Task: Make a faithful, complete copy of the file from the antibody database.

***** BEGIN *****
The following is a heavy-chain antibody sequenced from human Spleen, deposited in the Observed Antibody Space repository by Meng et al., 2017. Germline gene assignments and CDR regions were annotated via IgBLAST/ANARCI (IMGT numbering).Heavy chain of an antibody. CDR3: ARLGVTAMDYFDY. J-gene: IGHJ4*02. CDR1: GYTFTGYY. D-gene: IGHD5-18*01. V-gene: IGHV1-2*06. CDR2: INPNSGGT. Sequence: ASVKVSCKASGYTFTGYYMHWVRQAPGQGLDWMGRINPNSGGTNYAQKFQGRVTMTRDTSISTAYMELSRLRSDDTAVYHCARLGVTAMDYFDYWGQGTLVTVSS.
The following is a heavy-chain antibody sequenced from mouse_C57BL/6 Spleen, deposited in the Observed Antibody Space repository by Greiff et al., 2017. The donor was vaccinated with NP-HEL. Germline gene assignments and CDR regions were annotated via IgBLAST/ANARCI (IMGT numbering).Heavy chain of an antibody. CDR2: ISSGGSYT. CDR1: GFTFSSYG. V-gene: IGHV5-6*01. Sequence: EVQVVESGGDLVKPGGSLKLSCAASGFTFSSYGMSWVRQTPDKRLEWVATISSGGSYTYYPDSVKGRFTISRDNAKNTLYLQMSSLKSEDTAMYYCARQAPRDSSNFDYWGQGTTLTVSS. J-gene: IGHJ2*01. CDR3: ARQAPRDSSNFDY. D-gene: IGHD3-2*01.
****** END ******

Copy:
The following is a heavy-chain antibody sequenced from human Spleen, deposited in the Observed Antibody Space repository by Meng et al., 2017. Germline gene assignments and CDR regions were annotated via IgBLAST/ANARCI (IMGT numbering).Heavy chain of an antibody. CDR3: ARLGVTAMDYFDY. J-gene: IGHJ4*02. CDR1: GYTFTGYY. D-gene: IGHD5-18*01. V-gene: IGHV1-2*06. CDR2: INPNSGGT. Sequence: ASVKVSCKASGYTFTGYYMHWVRQAPGQGLDWMGRINPNSGGTNYAQKFQGRVTMTRDTSISTAYMELSRLRSDDTAVYHCARLGVTAMDYFDYWGQGTLVTVSS.
The following is a heavy-chain antibody sequenced from mouse_C57BL/6 Spleen, deposited in the Observed Antibody Space repository by Greiff et al., 2017. The donor was vaccinated with NP-HEL. Germline gene assignments and CDR regions were annotated via IgBLAST/ANARCI (IMGT numbering).Heavy chain of an antibody. CDR2: ISSGGSYT. CDR1: GFTFSSYG. V-gene: IGHV5-6*01. Sequence: EVQVVESGGDLVKPGGSLKLSCAASGFTFSSYGMSWVRQTPDKRLEWVATISSGGSYTYYPDSVKGRFTISRDNAKNTLYLQMSSLKSEDTAMYYCARQAPRDSSNFDYWGQGTTLTVSS. J-gene: IGHJ2*01. CDR3: ARQAPRDSSNFDY. D-gene: IGHD3-2*01.